How To Avoid Bad Breath (Halitosis)

Jan 13, 2022

By

Dr. Noushadali

Bad breath or halitosis—most of us experience it at some point in life. It can have a negative impact on their personal relationship, quality of life, or confidence.

Studies show that 1 in 4 adults experience bad breath. No surprise that plenty of mouthwashes, gums, sprays, and mints are available on market. But many of these only mask the actual issues temporarily.

WHAT CAUSES BAD BREATH

  • Improper oral hygiene
  •  Foods such as onion, garlic, and curry
  • Smoking and tobacco
  • Tooth decay and gum disease
  • Xerostomia or dry mouth
  • Diseases such as diabetes, gastrointestinal diseases, tonsilitis, infections of the nose, throat, lungs, etc
 

HOW TO AVOID BAD BREATH

PROPER ORAL HYGIENE ROUTINE
  • Maintain good brushing and flossing routine. Make sure gum line and interdental areas are clean, as unclean food particles can cause an increase in the bacterial count which can produce foul-smelling compounds.
  • Those who are wearing dentures should clean them regularly and make sure that they fit properly
  • Do not forget to clean your tongue regularly.
 
PROPER DIET
  • Avoid food items that can cause tooth decay such as sugary food items and beverages like soda and carbonated drinks Foods such as onion, garlic, and spices can also cause bad breath.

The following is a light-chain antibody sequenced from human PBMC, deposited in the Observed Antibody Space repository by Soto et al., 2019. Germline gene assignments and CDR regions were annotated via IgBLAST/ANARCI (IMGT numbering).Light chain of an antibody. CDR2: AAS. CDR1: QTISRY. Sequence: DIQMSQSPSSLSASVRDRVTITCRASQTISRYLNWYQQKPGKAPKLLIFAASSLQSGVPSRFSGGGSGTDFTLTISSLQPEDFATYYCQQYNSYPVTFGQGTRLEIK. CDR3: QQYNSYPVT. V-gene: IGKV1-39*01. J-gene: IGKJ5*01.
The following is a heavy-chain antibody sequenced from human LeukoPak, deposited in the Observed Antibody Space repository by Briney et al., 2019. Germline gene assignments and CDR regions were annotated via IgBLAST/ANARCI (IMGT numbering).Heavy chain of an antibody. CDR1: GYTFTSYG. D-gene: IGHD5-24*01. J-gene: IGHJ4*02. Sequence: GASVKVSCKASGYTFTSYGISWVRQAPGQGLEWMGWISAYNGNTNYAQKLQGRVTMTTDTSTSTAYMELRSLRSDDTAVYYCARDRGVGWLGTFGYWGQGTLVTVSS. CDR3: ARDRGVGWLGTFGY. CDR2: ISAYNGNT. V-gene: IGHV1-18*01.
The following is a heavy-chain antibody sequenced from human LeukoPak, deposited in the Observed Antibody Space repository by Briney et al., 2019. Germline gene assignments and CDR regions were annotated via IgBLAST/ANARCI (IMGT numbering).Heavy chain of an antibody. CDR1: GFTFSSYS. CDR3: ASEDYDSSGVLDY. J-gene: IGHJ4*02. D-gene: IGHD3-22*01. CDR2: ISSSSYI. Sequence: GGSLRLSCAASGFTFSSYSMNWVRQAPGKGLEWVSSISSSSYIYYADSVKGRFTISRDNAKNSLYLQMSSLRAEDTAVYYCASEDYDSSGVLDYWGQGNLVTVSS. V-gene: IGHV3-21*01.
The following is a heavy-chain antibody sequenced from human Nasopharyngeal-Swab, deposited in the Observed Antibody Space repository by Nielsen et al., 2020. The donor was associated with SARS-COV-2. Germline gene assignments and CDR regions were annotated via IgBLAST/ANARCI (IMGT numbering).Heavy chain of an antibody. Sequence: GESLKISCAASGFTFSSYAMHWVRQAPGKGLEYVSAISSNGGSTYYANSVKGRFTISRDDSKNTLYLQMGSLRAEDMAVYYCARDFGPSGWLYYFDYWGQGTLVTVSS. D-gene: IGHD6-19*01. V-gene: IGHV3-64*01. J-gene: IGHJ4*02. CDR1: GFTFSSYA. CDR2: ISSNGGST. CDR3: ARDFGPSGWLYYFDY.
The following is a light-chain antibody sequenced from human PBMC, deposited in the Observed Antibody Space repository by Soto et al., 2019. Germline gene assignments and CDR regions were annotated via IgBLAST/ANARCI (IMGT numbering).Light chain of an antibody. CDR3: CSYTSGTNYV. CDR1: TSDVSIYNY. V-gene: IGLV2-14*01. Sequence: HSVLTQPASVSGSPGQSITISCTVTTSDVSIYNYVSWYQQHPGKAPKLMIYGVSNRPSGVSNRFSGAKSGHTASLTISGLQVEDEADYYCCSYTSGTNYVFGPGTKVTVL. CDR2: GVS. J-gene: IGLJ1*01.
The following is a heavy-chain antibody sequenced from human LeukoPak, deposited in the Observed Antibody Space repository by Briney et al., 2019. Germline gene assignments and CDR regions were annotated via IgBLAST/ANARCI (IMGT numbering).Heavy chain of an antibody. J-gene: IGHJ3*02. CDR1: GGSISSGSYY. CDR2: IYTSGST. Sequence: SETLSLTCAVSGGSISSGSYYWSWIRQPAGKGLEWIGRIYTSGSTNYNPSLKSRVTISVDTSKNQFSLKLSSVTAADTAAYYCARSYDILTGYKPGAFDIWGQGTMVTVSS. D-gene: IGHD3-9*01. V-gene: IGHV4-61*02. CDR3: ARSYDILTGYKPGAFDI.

SMOKING
  • Smoking and other tobacco products can cause bad breath. Smoking also increases the risk of gum diseases and dry mouth which causes halitosis.
 
DRY MOUTH OR XEROSTOMIA
  • Saliva neutralizes plaque acids and constantly washes around our mouth and teeth, fighting cavities and helping us keep our breath fresh. It also fights against dental caries.
  • So if you experience a dry mouth, drink plenty of water, avoid alcohol, smoking, coffee.
  • Chew sugar-free chewing gum to stimulate saliva production and flow
 
REGULAR DENTAL VISIT
  • A regular dental check-up can be helpful in detecting diseases of tooth and gum in the early stages. Your dentist can check for gum infections, broken fillings, new tooth decays, ill-fitting dental crowns, and dentures which can cause accumulation of food particles and cause bad breath.

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